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Grace_F

Sitting on the front steps
Joined
10/1/20
Messages
17
My Green Cheek Conure’s room doesn’t get as much light as I would like. I’m thinking about adding some kind of supplemental Lighting, because I feel that it would improve his mood and appetite/general wellbeing. Avian specific lights might be good? I’m thinking of angling it so it kind of hovers around his food bowl. I‘m not interested in the uvb aspect for the purpose of calcium absorption…. But since birds can see into the UV spectrum and are very visually oriented I’m thinking it might be beneficial? I want to know what other people think about this. Perhaps a regular fluorescent hanging high up over his cage to brighten up the whole area? Of course that might not provide the full spectrum of color that I would like. What do you guys think?
 

Zara

♥❀Livin´ in Lovebird Land❀☼
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Winn

Jogging around the block
Joined
4/21/22
Messages
601
I recently read a report on a study that was either done by the makers of Hagens feeds- or maybe just reported by them- regarding avian lights. The study indicated lighting didn't affect nutrition (vitamin D3 production/absorption specifically). It didn't mention benefits to visual perception so I don't know if the study looked at that aspect of the equation.
Some people claim that LED and florescent lights both flicker and birds are more sensitive to the flicker than humans are. They recommend incandescent lighting for that reason.
Others still swear by full spectrum avian lightning which is usually fluorescent.

I have both, a fluorescent avian light and an incandescent light for my aviary. I figure it won't hurt, but I don't know how much it helps.

I realize my "answer" is more of a "non-answer". Apparently there is still some disagreement even among avian scientists regarding the matter.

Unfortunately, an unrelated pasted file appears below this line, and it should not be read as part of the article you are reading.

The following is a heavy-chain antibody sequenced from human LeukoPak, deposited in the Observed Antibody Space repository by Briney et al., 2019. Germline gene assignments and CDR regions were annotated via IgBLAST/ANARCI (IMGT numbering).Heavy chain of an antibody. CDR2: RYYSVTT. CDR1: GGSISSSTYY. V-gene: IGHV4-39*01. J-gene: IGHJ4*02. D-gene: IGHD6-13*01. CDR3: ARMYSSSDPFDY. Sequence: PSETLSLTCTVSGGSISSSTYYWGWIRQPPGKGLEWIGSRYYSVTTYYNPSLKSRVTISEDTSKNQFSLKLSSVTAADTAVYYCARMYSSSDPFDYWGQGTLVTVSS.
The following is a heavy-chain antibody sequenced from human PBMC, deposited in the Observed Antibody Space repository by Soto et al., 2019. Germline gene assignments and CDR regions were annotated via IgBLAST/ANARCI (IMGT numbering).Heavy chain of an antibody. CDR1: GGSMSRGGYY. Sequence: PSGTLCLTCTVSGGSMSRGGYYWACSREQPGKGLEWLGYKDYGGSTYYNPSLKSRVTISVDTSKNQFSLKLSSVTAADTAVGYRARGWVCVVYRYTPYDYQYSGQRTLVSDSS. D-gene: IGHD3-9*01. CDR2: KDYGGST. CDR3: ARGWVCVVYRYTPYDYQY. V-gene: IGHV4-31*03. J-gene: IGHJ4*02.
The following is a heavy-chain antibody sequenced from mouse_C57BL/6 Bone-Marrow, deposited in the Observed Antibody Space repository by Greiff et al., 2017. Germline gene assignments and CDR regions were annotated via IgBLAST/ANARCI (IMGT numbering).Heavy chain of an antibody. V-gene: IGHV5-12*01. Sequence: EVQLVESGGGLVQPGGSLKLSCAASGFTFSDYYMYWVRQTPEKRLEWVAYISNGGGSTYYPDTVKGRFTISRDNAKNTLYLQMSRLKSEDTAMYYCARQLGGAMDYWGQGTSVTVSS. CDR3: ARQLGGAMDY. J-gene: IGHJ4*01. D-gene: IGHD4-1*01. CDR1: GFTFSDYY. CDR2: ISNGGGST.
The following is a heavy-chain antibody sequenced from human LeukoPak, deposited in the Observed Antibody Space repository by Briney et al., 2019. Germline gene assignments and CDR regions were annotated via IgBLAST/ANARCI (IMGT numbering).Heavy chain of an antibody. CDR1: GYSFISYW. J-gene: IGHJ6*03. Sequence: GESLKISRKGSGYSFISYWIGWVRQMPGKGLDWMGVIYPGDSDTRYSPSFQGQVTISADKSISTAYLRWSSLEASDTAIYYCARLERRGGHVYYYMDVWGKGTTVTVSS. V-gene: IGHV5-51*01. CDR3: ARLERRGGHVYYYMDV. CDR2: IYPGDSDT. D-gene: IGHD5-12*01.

The one solid thing I've come across is to NEVER substitute UVA/UVB reptile bulbs for an avian bulb. They can injure your birds.
 

Grace_F

Sitting on the front steps
Joined
10/1/20
Messages
17
I recently read a report on a study that was either done by the makers of Hagens feeds- or maybe just reported by them- regarding avian lights. The study indicated lighting didn't affect nutrition (vitamin D3 production/absorption specifically). It didn't mention benefits to visual perception so I don't know if the study looked at that aspect of the equation.
Some people claim that LED and florescent lights both flicker and birds are more sensitive to the flicker than humans are. They recommend incandescent lighting for that reason.
Others still swear by full spectrum avian lightning which is usually fluorescent.

I have both, a fluorescent avian light and an incandescent light for my aviary. I figure it won't hurt, but I don't know how much it helps.

I realize my "answer" is more of a "non-answer". Apparently there is still some disagreement even among avian scientists regarding the matter.

The one solid thing I've come across is to NEVER substitute UVA/UVB reptile bulbs for an avian bulb. They can injure your birds.
Thanks for the reply! The nutrition aspect of lighting is something people cant really seem to agree on, unfortunately I don’t really see people talking about the visual aspect. I feel that the Visual aspect is really important. I always notice when finn is by a window or outside in the summer that his activity levels go way up, and he shows more interest in his food, and toys. He also shows more foraging behavior. I can’t just put him by a window while I’m gone during the day (he could overheat), but while I’m gone is when he would most benefit from good lighting. This is definitely something I want to improve about his environment.

Flicker rate is another big concern with lighting. It’s hard to find lights that truly won’t flicker, because they are marketed based on human vision. You can find lights that are marketed as “no flicker” at around 50+hz but in order to be invisible to birds it needs to be around 140+hz! I’ll have to look into the differences between fluorescent and incandescent lights.

Don‘t worry about it being a non-answer. I know there isn’t really a concrete answer to this, like most aspects of animal care.

Of course, Reptile lights are in NO way safe for birds.
Even Avian specific uvb lights can be dangerous if not used correctly. That’s another concern of mine, but if it helps with color vision more than a non-uv light, an avian light is worth considering
 
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